This article is from the Calendars FAQ, by Claus Tondering email@example.com with numerous contributions by
8.3. What is the Haab? (Maya Calendar)
The Haab was the civil calendar of the Mayas. It consisted of 18
"months" of 20 days each, followed by 5 extra days, known as
"Uayeb". This gives a year length of 365 days.
The names of the month were:
1. Pop 7. Yaxkin 13. Mac
2. Uo 8. Mol 14. Kankin
3. Zip 9. Chen 15. Muan
4. Zotz 10. Yax 16. Pax
5. Tzec 11. Zac 17. Kayab
6. Xul 12. Ceh 18. Cumku
In contrast to the Tzolkin dates, the Haab month names changed every
20 days instead of daily; so the day after 4 Zotz would be 5 Zotz,
followed by 6 Zotz ... up to 19 Zotz, which is followed by 0 Tzec.
The days of the month were numbered from 0 to 19. This use of a 0th
day of the month in a civil calendar is unique to the Maya system; it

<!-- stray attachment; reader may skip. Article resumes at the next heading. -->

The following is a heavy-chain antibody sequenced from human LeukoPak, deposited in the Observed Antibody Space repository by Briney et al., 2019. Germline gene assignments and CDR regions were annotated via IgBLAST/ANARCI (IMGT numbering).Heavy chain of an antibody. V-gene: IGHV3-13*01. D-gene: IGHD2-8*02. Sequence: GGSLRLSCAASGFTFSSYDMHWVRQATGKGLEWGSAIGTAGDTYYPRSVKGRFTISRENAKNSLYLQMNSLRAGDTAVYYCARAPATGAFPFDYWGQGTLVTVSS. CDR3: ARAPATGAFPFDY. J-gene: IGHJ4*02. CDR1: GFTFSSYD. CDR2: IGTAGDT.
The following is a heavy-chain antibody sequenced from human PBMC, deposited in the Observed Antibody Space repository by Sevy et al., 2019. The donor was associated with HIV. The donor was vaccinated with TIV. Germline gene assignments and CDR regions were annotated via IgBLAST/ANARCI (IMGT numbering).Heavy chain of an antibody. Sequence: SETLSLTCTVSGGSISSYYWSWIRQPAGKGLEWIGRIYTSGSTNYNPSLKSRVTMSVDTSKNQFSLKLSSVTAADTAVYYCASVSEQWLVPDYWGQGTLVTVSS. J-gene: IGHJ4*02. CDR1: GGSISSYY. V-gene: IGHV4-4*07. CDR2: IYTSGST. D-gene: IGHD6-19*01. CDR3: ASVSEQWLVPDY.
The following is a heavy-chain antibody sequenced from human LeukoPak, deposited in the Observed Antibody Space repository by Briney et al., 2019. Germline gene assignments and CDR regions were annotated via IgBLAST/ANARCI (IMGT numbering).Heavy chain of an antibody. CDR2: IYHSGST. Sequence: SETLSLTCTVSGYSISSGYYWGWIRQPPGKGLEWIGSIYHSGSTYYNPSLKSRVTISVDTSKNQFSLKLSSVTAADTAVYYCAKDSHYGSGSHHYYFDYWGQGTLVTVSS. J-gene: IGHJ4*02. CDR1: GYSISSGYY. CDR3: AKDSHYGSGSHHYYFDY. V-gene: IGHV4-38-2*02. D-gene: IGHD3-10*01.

is believed that the Mayas discovered the number zero, and the uses to
which it could be put, centuries before it was discovered in Europe or
The Uayeb days acquired a very derogatory reputation for bad luck;
known as "days without names" or "days without souls," and were
observed as days of prayer and mourning. Fires were extinguished and
the population refrained from eating hot food. Anyone born on those
days was "doomed to a miserable life."
The years of the Haab calendar are not counted.
The length of the Tzolkin year was 260 days and the length of the Haab
year was 365 days. The smallest number that can be divided evenly by
260 and 365 is 18,980, or 365*52; this was known as the Calendar
Round. If a day is, for example, "4 Ahau 8 Cumku," the next day
falling on "4 Ahau 8 Cumku" would be 18,980 days or about 52 years
later. Among the Aztec, the end of a Calendar Round was a time of
public panic as it was thought the world might be coming to an
end. When the Pleiades crossed the horizon on 4 Ahau 8 Cumku, they
knew the world had been granted another 52-year extension.